Tajikistan to introduce jail terms for ‘illegal’ foreign-currency exchange

DUSHANBE (TCA) — The National Bank of Tajikistan is drafting amendments to the country’s Criminal Code to introduce jail terms of up to nine years for “illegal hard-currency exchange operations,” National Bank Chairman Jamshed Nurmakhmadzoda told reporters in Dushanbe on January 26, Avesta news agency reported.   

He said that any hard-currency exchange operations outside of banks and official financial institutions were illegal.

The draft amendments will be submitted to the Government and then to Parliament of Tajikistan.

According to the chief banker, the amendments aim at curbing illegal speculation with hard currency that led to the abrupt devaluation of the Tajik currency, the somoni.

In December, Tajik authorities shut down all independent currency-exchange offices operating across the country, citing the somoni’s dropping value.

Tajik citizens complain that banks buy hard currencies low and sell them high, prompting many to turn to the black market, where the rates, they say, are “more reasonable,” RFE/RL’s Tajik Service reported.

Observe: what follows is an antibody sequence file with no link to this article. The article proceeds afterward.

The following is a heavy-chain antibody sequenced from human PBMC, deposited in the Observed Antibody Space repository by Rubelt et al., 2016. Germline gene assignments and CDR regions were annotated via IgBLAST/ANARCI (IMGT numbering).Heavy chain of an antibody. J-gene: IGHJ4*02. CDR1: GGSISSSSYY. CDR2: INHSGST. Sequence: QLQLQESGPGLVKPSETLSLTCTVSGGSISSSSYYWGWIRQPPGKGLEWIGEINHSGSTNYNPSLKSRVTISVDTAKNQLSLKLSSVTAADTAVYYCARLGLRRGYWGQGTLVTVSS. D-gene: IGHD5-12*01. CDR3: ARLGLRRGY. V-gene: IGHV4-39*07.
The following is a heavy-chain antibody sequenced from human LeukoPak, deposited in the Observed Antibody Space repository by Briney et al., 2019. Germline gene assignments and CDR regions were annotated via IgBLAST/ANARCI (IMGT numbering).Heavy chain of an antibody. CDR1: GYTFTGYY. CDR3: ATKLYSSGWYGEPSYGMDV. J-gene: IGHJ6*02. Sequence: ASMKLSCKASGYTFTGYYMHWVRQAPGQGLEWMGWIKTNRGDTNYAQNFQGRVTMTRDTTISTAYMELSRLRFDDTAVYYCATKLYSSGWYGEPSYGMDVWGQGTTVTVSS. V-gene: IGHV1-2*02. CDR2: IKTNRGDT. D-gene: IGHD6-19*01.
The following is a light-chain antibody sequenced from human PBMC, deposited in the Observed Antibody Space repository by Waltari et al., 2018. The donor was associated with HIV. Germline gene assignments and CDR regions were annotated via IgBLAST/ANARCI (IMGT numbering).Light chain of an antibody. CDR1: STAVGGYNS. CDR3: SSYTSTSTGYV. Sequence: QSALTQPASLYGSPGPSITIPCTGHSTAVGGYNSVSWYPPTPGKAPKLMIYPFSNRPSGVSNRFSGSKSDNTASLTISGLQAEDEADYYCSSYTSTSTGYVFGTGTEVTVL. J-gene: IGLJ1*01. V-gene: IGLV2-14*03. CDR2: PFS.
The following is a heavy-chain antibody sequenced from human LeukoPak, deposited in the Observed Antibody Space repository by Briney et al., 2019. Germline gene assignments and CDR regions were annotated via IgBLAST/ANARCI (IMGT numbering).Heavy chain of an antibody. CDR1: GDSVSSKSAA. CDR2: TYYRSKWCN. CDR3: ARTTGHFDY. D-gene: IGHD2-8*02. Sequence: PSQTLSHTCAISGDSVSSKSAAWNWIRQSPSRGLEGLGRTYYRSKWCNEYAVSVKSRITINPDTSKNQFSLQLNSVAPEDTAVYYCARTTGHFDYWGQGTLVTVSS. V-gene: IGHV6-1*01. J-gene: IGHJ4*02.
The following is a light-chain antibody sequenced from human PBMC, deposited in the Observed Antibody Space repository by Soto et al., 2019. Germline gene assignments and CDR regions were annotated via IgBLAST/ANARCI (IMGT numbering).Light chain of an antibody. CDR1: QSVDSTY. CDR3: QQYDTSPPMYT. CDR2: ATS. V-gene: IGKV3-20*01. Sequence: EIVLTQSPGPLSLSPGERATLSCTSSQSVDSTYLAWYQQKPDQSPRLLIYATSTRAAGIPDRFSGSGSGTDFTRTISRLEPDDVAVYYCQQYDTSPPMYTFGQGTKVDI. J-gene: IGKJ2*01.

Speaking to journalists yesterday, the National Bank head also refuted rumors about possible re-opening of the closed exchange offices in the country.

He also said that last year the exchange rate of the somoni to the US dollar weakened by 38.6 percent due to many factors including speculations, Tajikistan’s decreasing exports, and the situation in the international financial market.

Sergey Kwan


Sergey Kwan has worked for The Times of Central Asia as a journalist, translator and editor since its foundation in March 1999. Prior to this, from 1996-1997, he worked as a translator at The Kyrgyzstan Chronicle, and from 1997-1999, as a translator at The Central Asian Post.
Kwan studied at the Bishkek Polytechnic Institute from 1990-1994, before completing his training in print journalism in Denmark.

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